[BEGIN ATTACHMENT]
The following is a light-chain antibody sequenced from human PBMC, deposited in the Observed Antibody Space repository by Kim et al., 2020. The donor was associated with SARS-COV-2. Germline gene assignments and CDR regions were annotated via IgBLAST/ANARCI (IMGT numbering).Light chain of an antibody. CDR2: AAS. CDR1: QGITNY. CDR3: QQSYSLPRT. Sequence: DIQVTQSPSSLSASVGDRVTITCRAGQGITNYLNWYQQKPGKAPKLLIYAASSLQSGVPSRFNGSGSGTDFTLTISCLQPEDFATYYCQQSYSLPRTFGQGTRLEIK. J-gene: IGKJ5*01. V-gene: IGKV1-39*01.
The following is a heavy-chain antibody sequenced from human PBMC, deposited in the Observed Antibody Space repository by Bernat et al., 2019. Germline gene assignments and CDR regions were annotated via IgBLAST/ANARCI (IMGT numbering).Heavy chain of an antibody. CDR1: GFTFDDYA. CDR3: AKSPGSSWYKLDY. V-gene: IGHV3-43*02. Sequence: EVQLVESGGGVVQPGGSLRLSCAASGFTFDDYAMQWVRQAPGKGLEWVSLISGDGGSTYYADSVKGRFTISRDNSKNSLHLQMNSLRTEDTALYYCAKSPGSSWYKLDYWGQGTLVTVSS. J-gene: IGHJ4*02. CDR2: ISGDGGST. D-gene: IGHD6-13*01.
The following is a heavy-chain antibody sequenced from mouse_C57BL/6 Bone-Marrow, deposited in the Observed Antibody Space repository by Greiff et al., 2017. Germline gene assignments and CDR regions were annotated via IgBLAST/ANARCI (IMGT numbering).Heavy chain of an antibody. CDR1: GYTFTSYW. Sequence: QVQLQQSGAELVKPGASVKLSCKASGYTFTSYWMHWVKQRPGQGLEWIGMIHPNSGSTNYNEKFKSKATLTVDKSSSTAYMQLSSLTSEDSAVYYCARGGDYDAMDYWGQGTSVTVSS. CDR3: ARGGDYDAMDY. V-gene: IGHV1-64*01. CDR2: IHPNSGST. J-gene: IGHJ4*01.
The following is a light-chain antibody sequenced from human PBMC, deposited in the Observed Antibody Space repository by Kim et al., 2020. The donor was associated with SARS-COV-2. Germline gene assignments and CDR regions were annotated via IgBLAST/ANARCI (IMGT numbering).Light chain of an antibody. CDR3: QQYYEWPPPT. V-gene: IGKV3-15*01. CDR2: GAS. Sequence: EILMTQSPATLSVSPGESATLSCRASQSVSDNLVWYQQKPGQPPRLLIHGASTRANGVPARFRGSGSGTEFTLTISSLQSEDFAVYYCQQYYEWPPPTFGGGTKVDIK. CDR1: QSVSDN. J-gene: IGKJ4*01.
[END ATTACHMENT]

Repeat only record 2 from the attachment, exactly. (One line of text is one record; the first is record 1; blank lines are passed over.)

The following is a heavy-chain antibody sequenced from human PBMC, deposited in the Observed Antibody Space repository by Bernat et al., 2019. Germline gene assignments and CDR regions were annotated via IgBLAST/ANARCI (IMGT numbering).Heavy chain of an antibody. CDR1: GFTFDDYA. CDR3: AKSPGSSWYKLDY. V-gene: IGHV3-43*02. Sequence: EVQLVESGGGVVQPGGSLRLSCAASGFTFDDYAMQWVRQAPGKGLEWVSLISGDGGSTYYADSVKGRFTISRDNSKNSLHLQMNSLRTEDTALYYCAKSPGSSWYKLDYWGQGTLVTVSS. J-gene: IGHJ4*02. CDR2: ISGDGGST. D-gene: IGHD6-13*01.